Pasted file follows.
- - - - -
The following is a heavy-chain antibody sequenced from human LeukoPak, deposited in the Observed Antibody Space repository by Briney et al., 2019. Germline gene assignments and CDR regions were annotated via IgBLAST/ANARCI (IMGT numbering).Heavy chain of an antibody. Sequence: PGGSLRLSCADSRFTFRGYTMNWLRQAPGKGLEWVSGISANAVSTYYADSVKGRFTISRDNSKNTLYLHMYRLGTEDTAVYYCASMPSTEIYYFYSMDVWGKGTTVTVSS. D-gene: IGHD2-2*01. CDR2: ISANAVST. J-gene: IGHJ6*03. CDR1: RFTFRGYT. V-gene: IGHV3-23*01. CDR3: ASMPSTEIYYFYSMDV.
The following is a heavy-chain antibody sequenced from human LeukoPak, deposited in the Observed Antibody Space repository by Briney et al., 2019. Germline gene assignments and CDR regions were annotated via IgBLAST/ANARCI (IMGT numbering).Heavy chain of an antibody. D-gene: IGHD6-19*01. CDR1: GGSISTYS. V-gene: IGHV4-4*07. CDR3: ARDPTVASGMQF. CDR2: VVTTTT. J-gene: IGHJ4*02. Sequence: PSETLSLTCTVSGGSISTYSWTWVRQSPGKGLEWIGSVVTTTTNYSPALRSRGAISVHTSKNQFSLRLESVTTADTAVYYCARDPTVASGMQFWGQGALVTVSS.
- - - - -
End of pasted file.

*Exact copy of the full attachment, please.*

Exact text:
The following is a heavy-chain antibody sequenced from human LeukoPak, deposited in the Observed Antibody Space repository by Briney et al., 2019. Germline gene assignments and CDR regions were annotated via IgBLAST/ANARCI (IMGT numbering).Heavy chain of an antibody. Sequence: PGGSLRLSCADSRFTFRGYTMNWLRQAPGKGLEWVSGISANAVSTYYADSVKGRFTISRDNSKNTLYLHMYRLGTEDTAVYYCASMPSTEIYYFYSMDVWGKGTTVTVSS. D-gene: IGHD2-2*01. CDR2: ISANAVST. J-gene: IGHJ6*03. CDR1: RFTFRGYT. V-gene: IGHV3-23*01. CDR3: ASMPSTEIYYFYSMDV.
The following is a heavy-chain antibody sequenced from human LeukoPak, deposited in the Observed Antibody Space repository by Briney et al., 2019. Germline gene assignments and CDR regions were annotated via IgBLAST/ANARCI (IMGT numbering).Heavy chain of an antibody. D-gene: IGHD6-19*01. CDR1: GGSISTYS. V-gene: IGHV4-4*07. CDR3: ARDPTVASGMQF. CDR2: VVTTTT. J-gene: IGHJ4*02. Sequence: PSETLSLTCTVSGGSISTYSWTWVRQSPGKGLEWIGSVVTTTTNYSPALRSRGAISVHTSKNQFSLRLESVTTADTAVYYCARDPTVASGMQFWGQGALVTVSS.